Texas A&M University freshman Morgan Monschke is one of the few Aggies still living on campus now that classes are fully online in response to the COVID-19 pandemic. 

Late Friday afternoon she was spending time outside her northside dorm, Hullabaloo Hall, as other students moved out of surrounding buildings. She said all the roommates in her suite have left, but she opted to stay since she finds it easier to focus on her studies in College Station than when she’s back in her hometown. 

However, the atmosphere on campus is noticeably different, she said, remembering back to recent conversations of people in town who are concerned about losing their jobs and others who are missing their friends who moved.

“It’s really weird and somber whenever I talk to people,” Monschke said.

Of the 11,000 students who previously lived in the 50 dorms and apartments on campus, Director of Administrative and Support Services in the department of residence life Carol Binzer said there are an estimated 1,900 to 2,500 remaining. But the numbers are constantly changing, Binzer said, since there is a steady flow of Aggies leaving each day. 

Prorated refunds are available for those who formally cancel their housing contract and submit a refund/credit preference form through the department of residence life. Binzer is handling special circumstances in which students cannot return to campus to retrieve their belongings until later in the semester but still want to cancel their contracts. Others who have moved but didn’t return their room keys are asked to mail the key back with their name, hall and room number included.

Binzer said she and her team are doing their best to accommodate the students they care for so deeply. 

A&M sophomore and Hughes Hall resident Joshua Vernon said most people stay in their dorms throughout the day and crowds that used to be in various parts of campus are nonexistent. 

Places where people previously congregated on campus are limited now, according to A&M announcements and websites. Dining rooms aren’t open, but to-go orders are still sold. Campus libraries, the Student Recreation Center and the book store and Copy Corner in the Memorial Student Center are all temporarily closed. The MSC also shortened the hours of operation and only permits access through certain entrances.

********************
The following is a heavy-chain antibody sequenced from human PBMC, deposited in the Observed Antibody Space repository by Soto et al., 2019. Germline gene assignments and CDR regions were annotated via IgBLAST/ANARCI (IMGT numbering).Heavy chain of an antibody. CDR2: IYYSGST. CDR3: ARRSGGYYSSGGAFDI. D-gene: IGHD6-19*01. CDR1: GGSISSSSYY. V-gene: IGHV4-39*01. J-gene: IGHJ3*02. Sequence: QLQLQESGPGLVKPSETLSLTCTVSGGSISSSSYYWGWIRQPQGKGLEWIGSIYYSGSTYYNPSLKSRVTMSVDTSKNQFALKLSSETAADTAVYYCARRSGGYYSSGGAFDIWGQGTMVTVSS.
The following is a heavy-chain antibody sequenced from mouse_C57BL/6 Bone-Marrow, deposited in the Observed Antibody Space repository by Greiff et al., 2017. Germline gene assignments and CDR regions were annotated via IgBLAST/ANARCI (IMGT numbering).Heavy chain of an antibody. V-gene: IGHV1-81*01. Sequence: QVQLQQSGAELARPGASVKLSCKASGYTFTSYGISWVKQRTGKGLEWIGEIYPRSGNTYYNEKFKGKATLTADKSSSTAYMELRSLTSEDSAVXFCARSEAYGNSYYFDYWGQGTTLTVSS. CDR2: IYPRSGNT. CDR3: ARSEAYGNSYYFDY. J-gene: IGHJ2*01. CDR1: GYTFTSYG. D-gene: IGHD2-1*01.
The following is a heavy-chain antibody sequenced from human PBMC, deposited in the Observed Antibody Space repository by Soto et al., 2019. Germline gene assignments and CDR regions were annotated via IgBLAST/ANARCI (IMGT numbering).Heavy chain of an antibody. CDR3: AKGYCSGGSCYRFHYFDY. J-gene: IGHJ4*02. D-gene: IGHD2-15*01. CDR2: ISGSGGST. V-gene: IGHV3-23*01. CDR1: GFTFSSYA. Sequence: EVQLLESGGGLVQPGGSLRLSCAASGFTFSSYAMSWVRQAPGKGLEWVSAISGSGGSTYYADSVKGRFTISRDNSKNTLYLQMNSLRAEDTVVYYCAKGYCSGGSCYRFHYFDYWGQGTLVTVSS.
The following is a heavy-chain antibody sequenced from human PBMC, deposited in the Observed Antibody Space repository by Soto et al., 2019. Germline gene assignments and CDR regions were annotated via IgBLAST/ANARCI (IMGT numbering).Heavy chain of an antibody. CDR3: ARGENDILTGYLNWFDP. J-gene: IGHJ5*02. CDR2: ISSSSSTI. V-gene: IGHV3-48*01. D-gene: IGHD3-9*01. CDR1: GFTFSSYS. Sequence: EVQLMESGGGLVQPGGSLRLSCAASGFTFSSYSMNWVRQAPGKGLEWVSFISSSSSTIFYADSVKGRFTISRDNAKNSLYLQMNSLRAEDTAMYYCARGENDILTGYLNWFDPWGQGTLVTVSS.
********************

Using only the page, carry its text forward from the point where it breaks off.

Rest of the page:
But Vernon said there are some things that remain the same. 

“You see people at parks, you see people walking around campus,” Vernon said, “obviously in smaller amounts. … With things changing from day to day, the way we go throughout our days is just finding normalcy and doing things to make life seem normal.”

Resources like the computer labs in dorms and apartments are still available and cleaned after each use, Binzer said.

Binzer said residence life is an auxiliary enterprise on campus, and refunding the majority of people who once lived on campus will be “a budgetary hit.” Utility costs will go down some, she said, but not a lot since there are some people in every building. 

Rent rates have already been set for next year, so Binzer said this year’s setbacks will not be pushed onto someone else. Some summer renovation projects may be delayed because there’s a chance students will move out later than originally planned, she added. 

As of Friday, Binzer said there have not been any positive COVID-19 cases identified as living on campus, but she and other officials are working on preparation plans for if that happens.

For freshman Walton Hall resident Sophie Rahman — who stayed in town for her job — it has become quiet and lonely in many ways, but she has seen students come together in spite of the drastic changes. 

“I think we have more of a support group now that everyone is moving out,” Rahman said. “Those who are staying, we all know each other, so it is nice to have that.”

For more information on how to move out of A&M campus housing or other updates, visit reslife.tamu.edu.

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